14. Conservation of Momentum In each collision, the total momentum of the train cars does not change—momentum is conserved.

  15. Momentum Open to page 377 and get a dry erase board and marker. A class studied the speed and momentum of a 0.25-kilogram ball dropped from a bridge. The graph shows the momentum of the ball from the time it was dropped until the time it hit the river flowing below the bridge.

  16. Momentum • Applying ConceptsAt what time did the ball have zero momentum? Describe this point in the ball’s motion.

  17. Momentum • Applying ConceptsAt what time did the ball have zero momentum? Describe this point in the ball’s motion. Answer: At t = 0 s; the ball has zero momentum before it is released.

  18. Momentum • Using GraphsAt what time did the ball have the greatest momentum? What was the peak momentum value?

  19. Momentum • Using GraphsAt what time did the ball have the greatest momentum? What was the peak momentum value? Answer: At t = 2.5 s; about 6.5 kg•m/s

  20. Momentum • CalculatingWhat is the ball’s speed after 1.25 seconds? (Hint: Use the graph and the momentum formula.)

  21. Momentum • CalculatingWhat is the ball’s speed after 1.25 seconds? (Hint: Use the graph and the momentum formula.) Answer: (m)(v) = 3.25 kg•m/s v = (3.25 kg•m/s)/(0.25 kg) = 13 m/s upward The speed is 13 m/s.

  22. Assessment Questions • A stationary figure skater pushes off the boards around an ice skating rink and begins gliding backward, away from the boards. Which law explains why the figure skater moves backward? • the law of conservation of energy • the law of inertia • Newton’s second law • Newton’s third law

  23. Assessment Questions • A stationary figure skater pushes off the boards around an ice skating rink and begins gliding backward, away from the boards. Which law explains why the figure skater moves backward? • the law of conservation of energy • the law of inertia • Newton’s second law • Newton’s third lawANS: D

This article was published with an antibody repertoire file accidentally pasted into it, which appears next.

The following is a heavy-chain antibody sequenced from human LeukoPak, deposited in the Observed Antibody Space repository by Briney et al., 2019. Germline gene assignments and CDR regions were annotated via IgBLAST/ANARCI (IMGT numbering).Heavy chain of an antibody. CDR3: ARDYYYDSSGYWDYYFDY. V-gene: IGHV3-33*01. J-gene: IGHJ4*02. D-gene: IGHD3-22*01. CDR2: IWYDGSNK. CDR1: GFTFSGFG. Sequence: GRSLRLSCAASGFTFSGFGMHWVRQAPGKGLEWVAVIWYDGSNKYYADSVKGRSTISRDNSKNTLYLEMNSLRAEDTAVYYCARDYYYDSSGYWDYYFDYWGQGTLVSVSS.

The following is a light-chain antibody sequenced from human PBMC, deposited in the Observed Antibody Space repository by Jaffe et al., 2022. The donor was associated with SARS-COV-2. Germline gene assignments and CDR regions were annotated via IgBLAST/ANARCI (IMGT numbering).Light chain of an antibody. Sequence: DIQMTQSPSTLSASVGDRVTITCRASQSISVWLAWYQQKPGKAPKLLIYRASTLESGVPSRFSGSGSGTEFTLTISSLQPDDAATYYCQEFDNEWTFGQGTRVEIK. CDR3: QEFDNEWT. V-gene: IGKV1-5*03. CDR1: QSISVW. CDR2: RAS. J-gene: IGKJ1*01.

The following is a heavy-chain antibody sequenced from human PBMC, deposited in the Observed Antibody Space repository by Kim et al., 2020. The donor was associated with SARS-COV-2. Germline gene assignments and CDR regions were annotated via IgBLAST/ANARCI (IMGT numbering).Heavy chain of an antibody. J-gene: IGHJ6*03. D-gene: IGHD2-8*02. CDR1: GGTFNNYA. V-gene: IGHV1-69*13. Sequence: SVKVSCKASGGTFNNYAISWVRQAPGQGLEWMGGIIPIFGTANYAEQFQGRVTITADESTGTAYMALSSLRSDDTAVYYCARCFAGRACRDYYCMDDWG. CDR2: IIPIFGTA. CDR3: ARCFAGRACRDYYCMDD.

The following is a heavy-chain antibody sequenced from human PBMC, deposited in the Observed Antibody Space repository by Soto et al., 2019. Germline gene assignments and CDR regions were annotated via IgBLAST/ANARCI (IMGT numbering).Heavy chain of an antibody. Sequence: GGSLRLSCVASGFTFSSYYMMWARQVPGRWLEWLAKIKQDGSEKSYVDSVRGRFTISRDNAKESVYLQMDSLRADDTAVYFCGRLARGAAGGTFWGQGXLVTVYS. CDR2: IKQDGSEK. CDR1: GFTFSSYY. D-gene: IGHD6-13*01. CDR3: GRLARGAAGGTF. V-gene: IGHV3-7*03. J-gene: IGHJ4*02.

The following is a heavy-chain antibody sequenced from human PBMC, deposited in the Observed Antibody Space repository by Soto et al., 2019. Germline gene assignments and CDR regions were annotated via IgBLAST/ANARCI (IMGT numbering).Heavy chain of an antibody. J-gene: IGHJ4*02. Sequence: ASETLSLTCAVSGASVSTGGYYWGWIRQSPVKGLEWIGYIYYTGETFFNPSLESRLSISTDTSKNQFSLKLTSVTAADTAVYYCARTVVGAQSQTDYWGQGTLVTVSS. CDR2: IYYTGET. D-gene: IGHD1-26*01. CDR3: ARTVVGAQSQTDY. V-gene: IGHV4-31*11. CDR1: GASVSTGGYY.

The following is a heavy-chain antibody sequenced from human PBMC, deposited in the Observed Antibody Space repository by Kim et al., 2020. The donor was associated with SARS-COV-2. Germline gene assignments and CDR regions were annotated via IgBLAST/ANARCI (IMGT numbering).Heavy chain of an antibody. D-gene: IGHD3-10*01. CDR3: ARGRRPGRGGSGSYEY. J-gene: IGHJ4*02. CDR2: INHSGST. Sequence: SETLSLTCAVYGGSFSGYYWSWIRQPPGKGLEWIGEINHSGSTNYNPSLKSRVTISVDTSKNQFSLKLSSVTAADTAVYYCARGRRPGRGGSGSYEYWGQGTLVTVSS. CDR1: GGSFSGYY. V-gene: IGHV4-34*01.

24. Assessment Questions • A red puck with Velcro on its side is sliding toward a stationary blue Velcro puck of the same mass. The pucks will stick together upon contact. After contact, how will the red puck’s velocity compare to its initial velocity? (In this collision the law of conservation of momentum is obeyed, and friction is ignored.) • The red puck’s velocity is the same as before. • The red puck’s velocity is the same magnitude but in the opposite direction. • The red puck’s velocity is half its initial velocity and in the same direction. • The red puck’s velocity is double its initial velocity and in the opposite direction.

  25. Assessment Questions • A red puck with Velcro on its side is sliding toward a stationary blue Velcro puck of the same mass. The pucks will stick together upon contact. After contact, how will the red puck’s velocity compare to its initial velocity? (In this collision the law of conservation of momentum is obeyed, and friction is ignored.) • The red puck’s velocity is the same as before. • The red puck’s velocity is the same magnitude but in the opposite direction. • The red puck’s velocity is half its initial velocity and in the same direction. • The red puck’s velocity is double its initial velocity and in the opposite direction.ANS: C